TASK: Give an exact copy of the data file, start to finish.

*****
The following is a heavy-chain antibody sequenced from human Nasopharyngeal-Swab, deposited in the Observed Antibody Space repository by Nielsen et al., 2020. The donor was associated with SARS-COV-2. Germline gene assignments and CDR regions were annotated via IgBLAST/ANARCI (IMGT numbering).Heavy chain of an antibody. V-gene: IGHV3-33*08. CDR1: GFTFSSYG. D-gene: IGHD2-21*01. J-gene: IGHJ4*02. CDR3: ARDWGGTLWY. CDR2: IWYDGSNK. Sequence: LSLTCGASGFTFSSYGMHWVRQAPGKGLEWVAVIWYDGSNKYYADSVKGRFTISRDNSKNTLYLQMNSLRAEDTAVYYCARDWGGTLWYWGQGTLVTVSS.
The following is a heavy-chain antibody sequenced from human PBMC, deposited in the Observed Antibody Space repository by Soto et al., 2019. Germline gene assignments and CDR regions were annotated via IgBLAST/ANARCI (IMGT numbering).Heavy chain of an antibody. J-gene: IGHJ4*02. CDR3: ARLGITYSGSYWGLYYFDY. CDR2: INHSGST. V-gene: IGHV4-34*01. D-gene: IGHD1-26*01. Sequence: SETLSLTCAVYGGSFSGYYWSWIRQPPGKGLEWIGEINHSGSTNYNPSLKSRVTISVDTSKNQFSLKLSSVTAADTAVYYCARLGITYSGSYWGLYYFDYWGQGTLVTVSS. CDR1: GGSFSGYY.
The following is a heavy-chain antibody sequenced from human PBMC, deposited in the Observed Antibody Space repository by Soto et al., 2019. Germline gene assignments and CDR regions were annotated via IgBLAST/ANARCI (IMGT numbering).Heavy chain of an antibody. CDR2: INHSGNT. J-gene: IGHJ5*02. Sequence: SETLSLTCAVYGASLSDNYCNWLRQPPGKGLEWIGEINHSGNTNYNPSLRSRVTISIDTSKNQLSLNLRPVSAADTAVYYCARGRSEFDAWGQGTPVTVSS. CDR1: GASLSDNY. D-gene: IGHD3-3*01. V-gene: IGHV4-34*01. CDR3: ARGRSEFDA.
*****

The following is a heavy-chain antibody sequenced from human Nasopharyngeal-Swab, deposited in the Observed Antibody Space repository by Nielsen et al., 2020. The donor was associated with SARS-COV-2. Germline gene assignments and CDR regions were annotated via IgBLAST/ANARCI (IMGT numbering).Heavy chain of an antibody. V-gene: IGHV3-33*08. CDR1: GFTFSSYG. D-gene: IGHD2-21*01. J-gene: IGHJ4*02. CDR3: ARDWGGTLWY. CDR2: IWYDGSNK. Sequence: LSLTCGASGFTFSSYGMHWVRQAPGKGLEWVAVIWYDGSNKYYADSVKGRFTISRDNSKNTLYLQMNSLRAEDTAVYYCARDWGGTLWYWGQGTLVTVSS.
The following is a heavy-chain antibody sequenced from human PBMC, deposited in the Observed Antibody Space repository by Soto et al., 2019. Germline gene assignments and CDR regions were annotated via IgBLAST/ANARCI (IMGT numbering).Heavy chain of an antibody. J-gene: IGHJ4*02. CDR3: ARLGITYSGSYWGLYYFDY. CDR2: INHSGST. V-gene: IGHV4-34*01. D-gene: IGHD1-26*01. Sequence: SETLSLTCAVYGGSFSGYYWSWIRQPPGKGLEWIGEINHSGSTNYNPSLKSRVTISVDTSKNQFSLKLSSVTAADTAVYYCARLGITYSGSYWGLYYFDYWGQGTLVTVSS. CDR1: GGSFSGYY.
The following is a heavy-chain antibody sequenced from human PBMC, deposited in the Observed Antibody Space repository by Soto et al., 2019. Germline gene assignments and CDR regions were annotated via IgBLAST/ANARCI (IMGT numbering).Heavy chain of an antibody. CDR2: INHSGNT. J-gene: IGHJ5*02. Sequence: SETLSLTCAVYGASLSDNYCNWLRQPPGKGLEWIGEINHSGNTNYNPSLRSRVTISIDTSKNQLSLNLRPVSAADTAVYYCARGRSEFDAWGQGTPVTVSS. CDR1: GASLSDNY. D-gene: IGHD3-3*01. V-gene: IGHV4-34*01. CDR3: ARGRSEFDA.